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the bud, and thereby prevented them from
blossoming into waves.

This curious subject, so far as evidence is
afforded, has been but little attended to
since Franklin's time. And yet it is a good
subject for water-girt people like ourselves
to know something more about. We feel
much inclined to propound a few questions,
to induce a little thinking on the part of
those whose thoughts are worth knowing.
Do our captains and sailors at the present
day know much about this oil-wave theory?
Have their observations tended to confirm or
to invalidate the reasonings of the older
observers? Would ten pounds' worth of oil save a
thousand pounds' worth of damage to shipping
in a harbour during a particular state of the
wind? would some of our surf-lined coasts
become more easily accessible to ships' boats
by oiling them occasionallyas we would
oil one piece ot mechanism, to enable another
to slip over it smoothly? Would the efforts
of our life-boats to reach a stranded ship be
faciiitated by a keg of oil, taken out as part of
the boat's stores, and used where the surf is
heaviest? Do our fishermen ever now
throw oil upon the waves, to aid them
in determining where and how to make
their onslaught on the fish? If we dip
anything into a pond or stream from a fourpenny
piece up to anything you please, could
we render it visible, and facilitate our search
by the use of a little oil? When masons
descend by a diving-bell to engage on hydraulic
engineering work, could theylike the
Mediterranean fishersget a little additional light
into their workshops, by oiling the water's
surface? Might not a hapless wrecked ship,
sunk in water, not too deep, be attentively
and usefully espied from above, if the water's
surface were rendered smooth by oil? When
telegraph-people are laying down submarine
wires, would their labours be facilitated
by a little oil, either to render the voyage
smoother, or to render the sunken wire more
visible? All which questions we submit,
without presuming to anticipate the answer.


IT is a wise dispensation of Providence (and
which, among its dispensations, lacks
wisdom?) that a man is ordinarily so occupied
with his own immediate affairs, that he has
no leisure to consider those of his neighbours;
to bring the application closer still, that he
is generally so engrossed with the thought, or
pastime, or avocation, of the moment, that the
other transactions in which he may be implicated,
though perhaps greater and graver,
and portending sorrow and tribulation rather
than joy and content, are mercifully
permitted to be fora season out of his mind; and,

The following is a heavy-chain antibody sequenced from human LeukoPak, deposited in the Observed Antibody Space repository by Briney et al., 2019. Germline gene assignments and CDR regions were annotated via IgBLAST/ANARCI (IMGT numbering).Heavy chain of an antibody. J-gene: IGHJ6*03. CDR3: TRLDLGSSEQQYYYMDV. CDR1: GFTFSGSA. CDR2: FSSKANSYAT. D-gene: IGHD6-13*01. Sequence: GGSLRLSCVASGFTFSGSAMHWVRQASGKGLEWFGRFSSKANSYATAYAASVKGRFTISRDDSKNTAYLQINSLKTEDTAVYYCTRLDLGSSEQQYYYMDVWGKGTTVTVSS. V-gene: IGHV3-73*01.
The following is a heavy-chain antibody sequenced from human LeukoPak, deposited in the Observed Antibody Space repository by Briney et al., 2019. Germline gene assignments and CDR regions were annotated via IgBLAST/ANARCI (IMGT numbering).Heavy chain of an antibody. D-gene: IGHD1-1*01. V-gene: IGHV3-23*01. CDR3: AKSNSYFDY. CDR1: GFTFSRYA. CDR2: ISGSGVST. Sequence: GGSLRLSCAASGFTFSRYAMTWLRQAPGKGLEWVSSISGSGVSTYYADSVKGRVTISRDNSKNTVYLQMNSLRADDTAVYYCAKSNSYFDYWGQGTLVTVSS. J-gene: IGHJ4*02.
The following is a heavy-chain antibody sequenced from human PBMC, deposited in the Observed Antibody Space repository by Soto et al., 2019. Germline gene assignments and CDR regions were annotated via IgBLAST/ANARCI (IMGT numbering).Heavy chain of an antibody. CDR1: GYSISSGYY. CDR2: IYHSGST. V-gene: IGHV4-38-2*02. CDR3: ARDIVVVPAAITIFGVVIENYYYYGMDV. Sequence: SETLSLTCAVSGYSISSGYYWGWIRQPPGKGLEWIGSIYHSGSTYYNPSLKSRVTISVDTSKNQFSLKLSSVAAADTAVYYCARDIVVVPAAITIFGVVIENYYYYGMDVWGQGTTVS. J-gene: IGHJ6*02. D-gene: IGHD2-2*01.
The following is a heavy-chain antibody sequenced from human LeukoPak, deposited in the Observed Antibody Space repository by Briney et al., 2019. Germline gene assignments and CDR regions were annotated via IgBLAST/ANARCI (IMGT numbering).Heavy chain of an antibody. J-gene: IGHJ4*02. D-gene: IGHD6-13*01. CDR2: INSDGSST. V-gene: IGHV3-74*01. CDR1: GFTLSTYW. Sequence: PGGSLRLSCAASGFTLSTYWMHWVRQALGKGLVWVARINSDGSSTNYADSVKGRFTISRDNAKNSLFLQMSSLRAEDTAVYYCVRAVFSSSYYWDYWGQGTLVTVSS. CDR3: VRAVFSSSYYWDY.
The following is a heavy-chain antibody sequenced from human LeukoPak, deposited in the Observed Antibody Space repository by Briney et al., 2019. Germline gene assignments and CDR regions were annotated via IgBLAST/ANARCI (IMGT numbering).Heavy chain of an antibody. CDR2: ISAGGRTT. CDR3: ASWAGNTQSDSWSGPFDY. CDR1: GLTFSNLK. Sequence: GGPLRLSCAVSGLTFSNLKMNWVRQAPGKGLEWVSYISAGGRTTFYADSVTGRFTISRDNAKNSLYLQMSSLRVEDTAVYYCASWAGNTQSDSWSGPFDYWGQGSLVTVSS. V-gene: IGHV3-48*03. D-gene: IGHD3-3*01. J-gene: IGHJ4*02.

though they cannot lie wholly forgotten, are
unconsidered for the time. Thus I have heard
of a merchant knowing well of the dread fiat in
bankruptcy at that very moment being sued
out against him, yet who could dance at a
children's party, and play at games and
forfeits, and be the gayest and the loudest
laugher there: all the while his goods
absuming away from him like grease in fire.
Thus, too, he against whose name in the
calendar Justice Hempridge has written the
lamentable words, "sus. per coll." will sleep
soundly on the very morning of his execution;
though his lullaby be the breathing of the
turnkeys watching him lest he should do
himself a mischief. It was the merchant's
business just then to dance, and it is that
of poor Jack o' Newgate to sleep; and
Mercy allows the present necessity to over-
shadow and pre-occupatively overcome the
contingent emergency. Lord Clive mending
the pen a minute before he destroyed himself
with the penknife, may very probably for the
time have been absorbed in the nice task of
splitting the quill into a hair or broad nib.
It may be instanced, as proof how common
things and thoughts oft neutralize the
horror of a supreme event, that the author
of this piece, being once within the minutest
hairsbreadth of a sudden and cruel death,—
lost for a moment the prescience of destruction
in the common-place thought that the
over-coat he had on, which was not his own,
but had been borrowed from a friend, would
be torn to ribbons. The beginning of fear and
wisdom has fitted us with just that measure
of capacity to render its entire concentration
on the matter in hand, not only necessary,
but imperative. The burden is so equally
fitted to our backs, that we feel not the
equipoising panniers at our sides. Not only
for the day, but for the moment is the evil
thereof sufficient; the focus of this our
telescope of life requires such accuracy of fixature
that the present unity is the limit of our
vision; he that shifts it hath a squinting

Yonder white-headed, blue-ribboned old
Statesman; will he not stand on his poor old
gouty legs for hours in the weary night,
when he should be comfortably abed, stand
in the unwholesome atmosphere of a scientifically
ventilated hall, the butt of coughs and
"oh! ohs!" and jeers, and oft-times groans
and hootings, the mouth-piece of a faction,
the target of the rhetorical shafts of orators,
raw from the Union Debating Society, or
livid from the perusal of blue-books? Will
he not remain, anxiously debating how he
shall exculpate himself from the fierce
accusations of his honourable friend (whom he hates
as his enemy) on the opposite bench, triumphantly
chuckling when he has posed an
antagonist, and sitting down with the cheers of
a crowded house resounding in his gladdened
ears; and will not the deliberation and the
defence, the refutation and the triumph, cause
that old nobleman momentarily to forget his
gout and his post obits; the lawyers in
Lincoln's-inn; his son in the guards, who must